|I do have to say, though, this is one of the best comic book logos I've ever seen.|
The admittedly large volume of funny animals who were launched within comics had their own hurdles to overcome, not the least of which was merely fighting for recognition on a shelf where movie stars like Bugs Bunny, Mickey Mouse and Tom & Jerry were already attracting the eyes of cartoon-hungry kiddiewinks. Perhaps that explains the quick-to-anger antics of Harry Hot Dog, the star of a mid-1950s production from Magazine Enterprises, starring comicdom's maddest mad dog.
|You heard the man/dog.|
Which is a pretty accurate description of the obviously severe emotional deterioration evidenced by Harry Hot Dog at a rate of "three out of every five panels." The laffs in Hot Dog come from Harry's violent, over-the-top responses to the world at large -- seemingly unprompted by anything. Even Donald Duck needed an impetus to go buck wild on those poor, mischievous nephews of his. Harry Hot Dog would murder a kitten just because he had nothing better to do before breakfast.
In his first issue alone, for instance, Harry does the following: Smashes the aforementioned TV set, punches a television director pretty clearly in the balls, stuffs a plant down an opera singer's throat, kicks over a kleig light, smashes a second television set, shoves a cop, knocks a bunch of hats off of a guy wearing a bunch of hats (to be fair, I might have done that too, myself), cracks the town mayor over the head with a walking cane, beats a doctor within an inch of his life, bites through a thermometer, and just generally verbally and physically abuses every individual he meets.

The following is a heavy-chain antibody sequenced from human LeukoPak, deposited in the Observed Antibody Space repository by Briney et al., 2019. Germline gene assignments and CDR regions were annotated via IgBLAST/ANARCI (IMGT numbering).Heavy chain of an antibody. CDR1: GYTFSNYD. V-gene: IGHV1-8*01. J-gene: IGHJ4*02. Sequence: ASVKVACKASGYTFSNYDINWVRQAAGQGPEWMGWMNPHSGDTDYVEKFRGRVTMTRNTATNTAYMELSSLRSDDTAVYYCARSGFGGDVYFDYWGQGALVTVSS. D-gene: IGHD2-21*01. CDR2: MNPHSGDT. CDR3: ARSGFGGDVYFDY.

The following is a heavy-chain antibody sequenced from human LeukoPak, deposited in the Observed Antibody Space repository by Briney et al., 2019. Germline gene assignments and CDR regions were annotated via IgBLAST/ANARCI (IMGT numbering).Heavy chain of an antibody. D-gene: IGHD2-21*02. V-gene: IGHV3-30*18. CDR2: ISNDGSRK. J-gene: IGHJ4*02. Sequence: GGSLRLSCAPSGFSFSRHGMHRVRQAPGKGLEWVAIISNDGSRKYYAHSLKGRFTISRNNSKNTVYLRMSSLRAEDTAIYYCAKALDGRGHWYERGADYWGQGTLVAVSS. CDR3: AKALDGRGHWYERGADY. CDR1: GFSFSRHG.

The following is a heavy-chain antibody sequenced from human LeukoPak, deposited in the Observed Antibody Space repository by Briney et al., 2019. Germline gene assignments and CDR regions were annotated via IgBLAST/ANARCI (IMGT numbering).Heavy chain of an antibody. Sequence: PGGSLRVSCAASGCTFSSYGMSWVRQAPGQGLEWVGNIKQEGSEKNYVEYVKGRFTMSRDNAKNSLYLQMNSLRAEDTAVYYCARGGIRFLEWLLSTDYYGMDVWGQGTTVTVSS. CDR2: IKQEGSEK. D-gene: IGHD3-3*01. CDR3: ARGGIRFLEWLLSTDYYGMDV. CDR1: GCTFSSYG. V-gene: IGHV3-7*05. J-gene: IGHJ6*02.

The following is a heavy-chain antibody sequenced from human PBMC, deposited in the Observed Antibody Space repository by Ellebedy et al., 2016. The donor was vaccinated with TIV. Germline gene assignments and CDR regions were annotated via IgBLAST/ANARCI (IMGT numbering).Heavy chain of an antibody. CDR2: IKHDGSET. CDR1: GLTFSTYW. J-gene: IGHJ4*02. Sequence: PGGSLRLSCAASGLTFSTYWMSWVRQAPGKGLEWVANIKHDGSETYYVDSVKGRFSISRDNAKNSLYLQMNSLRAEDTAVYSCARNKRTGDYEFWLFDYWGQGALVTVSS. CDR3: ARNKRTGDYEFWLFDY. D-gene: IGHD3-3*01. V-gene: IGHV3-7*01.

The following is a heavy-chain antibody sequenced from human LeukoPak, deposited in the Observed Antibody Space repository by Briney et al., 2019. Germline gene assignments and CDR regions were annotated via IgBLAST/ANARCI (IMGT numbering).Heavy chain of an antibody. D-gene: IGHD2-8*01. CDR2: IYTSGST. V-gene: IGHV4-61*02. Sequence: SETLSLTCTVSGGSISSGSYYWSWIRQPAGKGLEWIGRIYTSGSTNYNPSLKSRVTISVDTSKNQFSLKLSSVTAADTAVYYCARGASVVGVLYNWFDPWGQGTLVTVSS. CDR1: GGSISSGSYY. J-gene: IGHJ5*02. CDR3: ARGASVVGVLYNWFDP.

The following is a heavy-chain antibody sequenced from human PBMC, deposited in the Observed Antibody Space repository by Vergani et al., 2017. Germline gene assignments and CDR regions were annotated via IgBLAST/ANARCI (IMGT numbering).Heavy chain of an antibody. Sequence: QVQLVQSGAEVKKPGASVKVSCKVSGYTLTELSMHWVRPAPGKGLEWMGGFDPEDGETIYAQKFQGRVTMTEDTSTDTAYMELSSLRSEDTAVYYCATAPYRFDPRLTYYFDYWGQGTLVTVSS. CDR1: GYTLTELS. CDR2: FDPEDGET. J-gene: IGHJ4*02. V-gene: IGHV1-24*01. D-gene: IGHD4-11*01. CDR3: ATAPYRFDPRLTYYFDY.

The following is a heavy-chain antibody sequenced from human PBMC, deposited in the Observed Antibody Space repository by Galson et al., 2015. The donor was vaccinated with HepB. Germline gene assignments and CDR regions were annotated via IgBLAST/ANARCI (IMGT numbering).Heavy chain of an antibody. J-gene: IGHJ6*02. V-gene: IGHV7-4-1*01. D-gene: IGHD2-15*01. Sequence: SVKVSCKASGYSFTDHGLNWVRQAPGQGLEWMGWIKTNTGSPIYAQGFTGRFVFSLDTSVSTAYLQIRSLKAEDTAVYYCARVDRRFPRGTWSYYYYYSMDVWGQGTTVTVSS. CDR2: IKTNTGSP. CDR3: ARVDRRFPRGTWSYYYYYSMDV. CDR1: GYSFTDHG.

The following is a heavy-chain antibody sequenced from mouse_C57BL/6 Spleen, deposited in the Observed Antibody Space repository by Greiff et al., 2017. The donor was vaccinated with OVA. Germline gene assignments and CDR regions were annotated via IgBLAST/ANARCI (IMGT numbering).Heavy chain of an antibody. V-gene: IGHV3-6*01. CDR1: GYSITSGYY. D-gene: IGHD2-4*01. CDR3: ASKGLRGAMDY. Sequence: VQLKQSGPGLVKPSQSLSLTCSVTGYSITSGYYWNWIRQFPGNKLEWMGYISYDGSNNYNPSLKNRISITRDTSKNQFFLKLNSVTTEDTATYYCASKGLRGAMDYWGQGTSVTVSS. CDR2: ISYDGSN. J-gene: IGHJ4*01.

|This is basically the same ending as A Clockwork Orange|
Harry's unspoken backstory seems promising, but never investigated -- and for god's sake, why would it be, this ain't Proust. A prime physical specimen, the powerfully strong and easy to enrage figure has at his disposal all sorts of circus skills, including a little fire-eating, sleight of hand, acrobatics and -- inexplicably -- the French Horn. Who are you, Harry Hot Dog? What made you the way you are?
Probably the most off-putting thing about Hot Dog, besides its unprompted level of violence, is how few characters smile. It's one thing that Harry himself only smiles in rare periods of smug self-satisfaction or indulgence, but even the anthropomorphic citizens of his world barely crack anything much more than a leering grin. This book is like The Purge set in Duckburg.
Still, as the Golden Age of Funny Animals is so often overlooked in favor of the super-heroes, westerns and horror comics which seemed to define the age, you can't turn your back on such a stand-out example of the genre. I mean, seriously, you cannot turn your back on Harry Hot Dog, because he might brain you with a boat oar.
|There is literally no reason for him to be beating the holy hell out of this cat, but he's doing it.|